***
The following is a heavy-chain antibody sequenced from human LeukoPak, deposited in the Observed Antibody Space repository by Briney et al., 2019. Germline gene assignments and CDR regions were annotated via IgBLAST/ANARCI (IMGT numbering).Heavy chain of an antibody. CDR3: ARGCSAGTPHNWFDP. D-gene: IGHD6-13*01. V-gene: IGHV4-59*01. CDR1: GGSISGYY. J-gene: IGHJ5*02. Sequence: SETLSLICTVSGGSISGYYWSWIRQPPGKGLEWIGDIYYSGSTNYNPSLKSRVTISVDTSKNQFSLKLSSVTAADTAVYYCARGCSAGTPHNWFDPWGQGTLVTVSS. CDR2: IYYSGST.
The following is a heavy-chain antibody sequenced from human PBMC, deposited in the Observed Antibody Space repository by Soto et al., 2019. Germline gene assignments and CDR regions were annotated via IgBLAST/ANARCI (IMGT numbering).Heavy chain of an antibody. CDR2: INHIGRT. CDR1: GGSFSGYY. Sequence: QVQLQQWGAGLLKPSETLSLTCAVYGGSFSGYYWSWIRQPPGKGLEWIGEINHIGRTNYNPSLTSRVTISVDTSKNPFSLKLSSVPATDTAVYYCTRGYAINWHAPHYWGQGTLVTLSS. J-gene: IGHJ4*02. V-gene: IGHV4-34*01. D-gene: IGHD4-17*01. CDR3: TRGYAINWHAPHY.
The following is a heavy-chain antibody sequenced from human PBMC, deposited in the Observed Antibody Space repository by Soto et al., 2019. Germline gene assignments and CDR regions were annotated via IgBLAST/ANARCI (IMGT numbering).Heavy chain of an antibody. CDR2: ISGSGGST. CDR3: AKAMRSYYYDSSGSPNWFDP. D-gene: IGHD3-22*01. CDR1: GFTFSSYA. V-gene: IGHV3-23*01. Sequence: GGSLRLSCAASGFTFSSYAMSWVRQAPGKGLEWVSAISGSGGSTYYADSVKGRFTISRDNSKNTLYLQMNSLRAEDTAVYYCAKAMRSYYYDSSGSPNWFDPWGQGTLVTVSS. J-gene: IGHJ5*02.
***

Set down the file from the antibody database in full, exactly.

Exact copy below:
The following is a heavy-chain antibody sequenced from human LeukoPak, deposited in the Observed Antibody Space repository by Briney et al., 2019. Germline gene assignments and CDR regions were annotated via IgBLAST/ANARCI (IMGT numbering).Heavy chain of an antibody. CDR3: ARGCSAGTPHNWFDP. D-gene: IGHD6-13*01. V-gene: IGHV4-59*01. CDR1: GGSISGYY. J-gene: IGHJ5*02. Sequence: SETLSLICTVSGGSISGYYWSWIRQPPGKGLEWIGDIYYSGSTNYNPSLKSRVTISVDTSKNQFSLKLSSVTAADTAVYYCARGCSAGTPHNWFDPWGQGTLVTVSS. CDR2: IYYSGST.
The following is a heavy-chain antibody sequenced from human PBMC, deposited in the Observed Antibody Space repository by Soto et al., 2019. Germline gene assignments and CDR regions were annotated via IgBLAST/ANARCI (IMGT numbering).Heavy chain of an antibody. CDR2: INHIGRT. CDR1: GGSFSGYY. Sequence: QVQLQQWGAGLLKPSETLSLTCAVYGGSFSGYYWSWIRQPPGKGLEWIGEINHIGRTNYNPSLTSRVTISVDTSKNPFSLKLSSVPATDTAVYYCTRGYAINWHAPHYWGQGTLVTLSS. J-gene: IGHJ4*02. V-gene: IGHV4-34*01. D-gene: IGHD4-17*01. CDR3: TRGYAINWHAPHY.
The following is a heavy-chain antibody sequenced from human PBMC, deposited in the Observed Antibody Space repository by Soto et al., 2019. Germline gene assignments and CDR regions were annotated via IgBLAST/ANARCI (IMGT numbering).Heavy chain of an antibody. CDR2: ISGSGGST. CDR3: AKAMRSYYYDSSGSPNWFDP. D-gene: IGHD3-22*01. CDR1: GFTFSSYA. V-gene: IGHV3-23*01. Sequence: GGSLRLSCAASGFTFSSYAMSWVRQAPGKGLEWVSAISGSGGSTYYADSVKGRFTISRDNSKNTLYLQMNSLRAEDTAVYYCAKAMRSYYYDSSGSPNWFDPWGQGTLVTVSS. J-gene: IGHJ5*02.